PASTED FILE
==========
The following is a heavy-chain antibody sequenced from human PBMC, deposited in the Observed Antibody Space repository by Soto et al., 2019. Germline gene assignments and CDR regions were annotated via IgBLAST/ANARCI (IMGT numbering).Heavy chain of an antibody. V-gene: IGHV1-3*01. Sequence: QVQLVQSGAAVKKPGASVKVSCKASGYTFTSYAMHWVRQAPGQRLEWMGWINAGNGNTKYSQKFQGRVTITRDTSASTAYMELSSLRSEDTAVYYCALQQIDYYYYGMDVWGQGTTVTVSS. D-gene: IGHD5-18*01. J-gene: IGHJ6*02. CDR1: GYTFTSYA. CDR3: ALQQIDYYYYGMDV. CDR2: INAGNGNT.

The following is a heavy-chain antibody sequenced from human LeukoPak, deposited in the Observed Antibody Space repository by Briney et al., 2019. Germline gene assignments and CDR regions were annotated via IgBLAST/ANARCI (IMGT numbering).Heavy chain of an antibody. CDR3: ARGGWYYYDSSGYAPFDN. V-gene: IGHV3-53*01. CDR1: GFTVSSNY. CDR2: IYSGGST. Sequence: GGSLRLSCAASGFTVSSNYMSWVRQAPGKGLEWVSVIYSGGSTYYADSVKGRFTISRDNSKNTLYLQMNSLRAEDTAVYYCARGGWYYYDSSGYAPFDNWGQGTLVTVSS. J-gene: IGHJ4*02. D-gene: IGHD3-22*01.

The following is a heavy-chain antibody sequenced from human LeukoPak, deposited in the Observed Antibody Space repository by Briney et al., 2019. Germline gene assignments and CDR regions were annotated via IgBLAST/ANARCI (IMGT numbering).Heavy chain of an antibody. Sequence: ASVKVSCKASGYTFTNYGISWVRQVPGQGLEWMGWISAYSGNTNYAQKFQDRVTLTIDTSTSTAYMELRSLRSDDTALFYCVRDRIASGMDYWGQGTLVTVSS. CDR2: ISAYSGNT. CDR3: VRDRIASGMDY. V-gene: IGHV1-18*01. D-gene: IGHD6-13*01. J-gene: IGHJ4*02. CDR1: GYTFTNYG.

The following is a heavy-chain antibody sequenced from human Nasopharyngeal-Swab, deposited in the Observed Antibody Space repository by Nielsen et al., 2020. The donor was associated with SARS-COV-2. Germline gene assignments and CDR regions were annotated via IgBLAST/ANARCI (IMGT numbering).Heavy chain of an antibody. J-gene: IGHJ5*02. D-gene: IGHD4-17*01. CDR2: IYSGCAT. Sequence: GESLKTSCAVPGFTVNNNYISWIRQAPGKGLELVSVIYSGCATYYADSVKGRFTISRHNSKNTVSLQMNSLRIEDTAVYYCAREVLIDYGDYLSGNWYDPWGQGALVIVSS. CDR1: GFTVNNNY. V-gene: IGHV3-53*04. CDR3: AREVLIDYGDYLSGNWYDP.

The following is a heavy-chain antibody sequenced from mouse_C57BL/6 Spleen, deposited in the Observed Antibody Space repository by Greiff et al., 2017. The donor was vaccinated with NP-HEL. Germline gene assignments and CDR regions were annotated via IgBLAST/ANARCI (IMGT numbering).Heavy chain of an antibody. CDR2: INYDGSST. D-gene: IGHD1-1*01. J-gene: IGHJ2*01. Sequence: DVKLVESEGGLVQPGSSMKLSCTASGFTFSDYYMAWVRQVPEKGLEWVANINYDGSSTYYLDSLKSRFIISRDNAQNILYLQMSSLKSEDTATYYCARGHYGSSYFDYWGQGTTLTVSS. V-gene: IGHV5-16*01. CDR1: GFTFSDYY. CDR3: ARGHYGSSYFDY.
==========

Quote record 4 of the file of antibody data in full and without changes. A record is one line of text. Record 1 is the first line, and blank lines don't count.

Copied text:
The following is a heavy-chain antibody sequenced from human Nasopharyngeal-Swab, deposited in the Observed Antibody Space repository by Nielsen et al., 2020. The donor was associated with SARS-COV-2. Germline gene assignments and CDR regions were annotated via IgBLAST/ANARCI (IMGT numbering).Heavy chain of an antibody. J-gene: IGHJ5*02. D-gene: IGHD4-17*01. CDR2: IYSGCAT. Sequence: GESLKTSCAVPGFTVNNNYISWIRQAPGKGLELVSVIYSGCATYYADSVKGRFTISRHNSKNTVSLQMNSLRIEDTAVYYCAREVLIDYGDYLSGNWYDPWGQGALVIVSS. CDR1: GFTVNNNY. V-gene: IGHV3-53*04. CDR3: AREVLIDYGDYLSGNWYDP.